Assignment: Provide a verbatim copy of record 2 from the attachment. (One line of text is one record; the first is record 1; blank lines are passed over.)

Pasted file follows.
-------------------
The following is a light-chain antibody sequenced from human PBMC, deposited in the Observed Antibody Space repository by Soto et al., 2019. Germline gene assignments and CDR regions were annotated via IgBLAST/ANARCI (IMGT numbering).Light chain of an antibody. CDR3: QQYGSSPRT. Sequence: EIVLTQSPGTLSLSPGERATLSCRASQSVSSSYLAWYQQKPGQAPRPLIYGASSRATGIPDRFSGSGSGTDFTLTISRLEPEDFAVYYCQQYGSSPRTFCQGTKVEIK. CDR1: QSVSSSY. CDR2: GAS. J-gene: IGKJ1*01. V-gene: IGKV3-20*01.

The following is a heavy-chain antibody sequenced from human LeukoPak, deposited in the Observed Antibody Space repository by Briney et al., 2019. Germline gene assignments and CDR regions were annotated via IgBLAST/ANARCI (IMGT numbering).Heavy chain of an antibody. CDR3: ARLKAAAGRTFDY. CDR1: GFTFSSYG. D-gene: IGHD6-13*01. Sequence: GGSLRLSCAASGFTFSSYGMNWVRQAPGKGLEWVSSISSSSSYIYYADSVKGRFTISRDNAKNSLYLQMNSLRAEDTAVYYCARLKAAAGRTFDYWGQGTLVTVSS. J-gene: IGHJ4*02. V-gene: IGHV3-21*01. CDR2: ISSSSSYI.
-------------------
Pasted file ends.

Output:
The following is a heavy-chain antibody sequenced from human LeukoPak, deposited in the Observed Antibody Space repository by Briney et al., 2019. Germline gene assignments and CDR regions were annotated via IgBLAST/ANARCI (IMGT numbering).Heavy chain of an antibody. CDR3: ARLKAAAGRTFDY. CDR1: GFTFSSYG. D-gene: IGHD6-13*01. Sequence: GGSLRLSCAASGFTFSSYGMNWVRQAPGKGLEWVSSISSSSSYIYYADSVKGRFTISRDNAKNSLYLQMNSLRAEDTAVYYCARLKAAAGRTFDYWGQGTLVTVSS. J-gene: IGHJ4*02. V-gene: IGHV3-21*01. CDR2: ISSSSSYI.